Each trading floor in a financial firm also has its own set of policies which staff must abide by. For instance, the trading floor manager must ensure that all trade-based calls are recorded and monitored. An often-used policy that still exists is to ban all mobile phones on the trading floor. To enforce this, mobile phones are often stored in lockers and traders are required to use turrets to host calls.

Beyond call recording, most traders and salespeople need to sit together on a monitored trading floor in order to meet regulatory rules. A range of compliance complexities under GDPR, MiFID II and Dodd Frank have meant working from home has simply not been an option for many traders.

 

The rush to relax regulations

Traders are now required to work from home – if they can. The FCA has said it accepts that some scenarios may emerge where recording calls may not be possible. Adding that it expects companies to “consider what steps they could take to mitigate outstanding risks if they are unable to comply with their obligations to record voice recordings.” If financial services companies are unable to record calls they are then expected to “come up with a plan to fix the problem”.

Yet, trading firms have enough problems to solve without having to decipher call recording requirements. Why should traders spend extra time updating the FCA and coming up with an alternative solution when one already exists?

 

A smart alternative

Smart solutions – such as mobile call recording which meet global regulations – have perhaps been overlooked as a way to maintain business continuity.

Mobile voice recording technology (MVR) is not new. It has existed since 2011 and includes secure and reliable voice and SMS recording, easy to use conferencing and robust, accessible voicemail. It has matured over the years and proven itself to be flexible and highly reliable.

Technology can keep traders trading from wherever they are. Ensuring they can operate effectively at home while remaining compliant.

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Business

STOP THE CONFUSION: HOW TO KNOW IF YOUR BUSINESS MAY BE INSURED AGAINST COVID-19

COVID-19

By Alex Balcombe, Partner at Harris Balcombe

 

The last few weeks has seen businesses in hospitality, tourism, retail, leisure and more forced to close their doors following the Government’s orders that they should close to prevent the spread of coronavirus.

While this is expected to flatten the curve and reduce the number of coronavirus cases, it will of course have an impact on businesses and employees alike.  For small businesses especially, there are many concerns about how they can claim on their insurance to weigh the fall of this impact.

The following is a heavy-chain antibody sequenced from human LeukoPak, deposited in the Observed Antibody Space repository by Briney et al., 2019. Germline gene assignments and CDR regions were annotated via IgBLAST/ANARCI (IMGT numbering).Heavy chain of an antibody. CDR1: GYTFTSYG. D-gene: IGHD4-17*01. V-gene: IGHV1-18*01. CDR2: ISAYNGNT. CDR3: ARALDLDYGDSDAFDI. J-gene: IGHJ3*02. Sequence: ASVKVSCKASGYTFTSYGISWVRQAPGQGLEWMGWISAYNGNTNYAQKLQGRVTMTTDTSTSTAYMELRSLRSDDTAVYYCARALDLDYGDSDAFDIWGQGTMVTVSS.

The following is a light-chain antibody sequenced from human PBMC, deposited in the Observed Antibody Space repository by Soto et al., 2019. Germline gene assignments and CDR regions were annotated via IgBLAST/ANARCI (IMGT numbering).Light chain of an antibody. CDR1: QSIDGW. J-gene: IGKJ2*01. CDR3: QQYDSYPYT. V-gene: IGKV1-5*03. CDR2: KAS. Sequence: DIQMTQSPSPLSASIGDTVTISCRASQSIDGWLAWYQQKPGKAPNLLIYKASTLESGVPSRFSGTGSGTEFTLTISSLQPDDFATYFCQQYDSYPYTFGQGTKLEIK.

Mixed Messaging

In response to calls to help struggling businesses, the Government has informed the public that companies who are facing turmoil will be able to claim on their business interruption insurance during this difficult time. For most, this is wrong.

Alex Balcombe

The insurance industry has also been extremely vocal that there is no cover for any coronavirus-hit businesses during this tough financial period. This isn’t strictly true either.

How can businesses see through the mixed messaging and best secure their future and their livelihoods and reduce money worries? It’s an extremely stressful time for many companies, and confusion over whether or not they can be covered can only cause more unnecessary stress.

Since it’s a new disease, most businesses will not be covered for business interruption due to COVID-19. In fact, the vast majority of policies do not cover anything related to COVID-19.

That said –  don’t rule out the idea that you may be covered. There is a chance that you will be covered against COVID-19, but not know it. This is a very small chance, but your current cover may already protect your business against the consequences of coronavirus, and the nationwide response to it –  though those with this cover are unlikely to realise it.

 

How Could I Be Covered?

Not everyone has business interruption insurance, as it’s not a legal requirement. It is entirely up to the policy holder to weigh up the benefits of having it, and their ability to trade should a disaster happen.

To be considered for cover for COVID-19, there are two types of policy extensions to your business interruption cover that can potentially cover you for this situation:

Infectious Disease Extension 

Many policies expressly state which diseases fall within the realm of being an infectious or notifiable disease. If this is the case, your policy will not provide cover. As it is a new disease, these policies will not have included COVID-19.

Other infectious disease extension policies will define the disease with reference to the actions of the government. Since the UK Government has named COVID-19 as a notifiable disease throughout the UK, it is possible that your business may fall into this definition, thus meaning you may be able to make a claim.

However, again, it’s not always that simple. Many policies require the disease to have been on your premises, while others specify a radius from your premises in order to qualify.

 

Denial of Access Extension (non-damage)

Denial of Access Extension (non-damage) policies may cover you if you’re prevented from accessing your property. This could be due to an event, or by the actions of a competent authority, which could cause your business interruption cover to engage.

If covered by this clause, there are often very subtle differences in wording in your policy. This could depend on the insurer or policy. You may well be covered, but it will depend on your particular circumstances, and the specific policy wording.

 

What now?

It’s clear that the Government needs to do more in ensuring there is clear messaging for businesses, and to help the insurance market look after policy holders. This is an unprecedented situation, and with many people looking to claim on their insurance, we’re already seeing major delays which could have a domino impact.

People throughout the world are understandably facing all kinds of worries because of the current pandemic. Our ways of living have changed, and many business owners will not have experienced a situation like this in their life times. If you own a business and are unsure about whether you can claim for business interruption, or are confused about ambiguous wording, get in touch with a loss assessor.

These claims are not simple, but loss assessors will be experts in business interruption insurance, and will specialise in large and complex claims. They will be able to help and guide you along the way, check your wording and work on your behalf to make sure you get everything you are entitled to.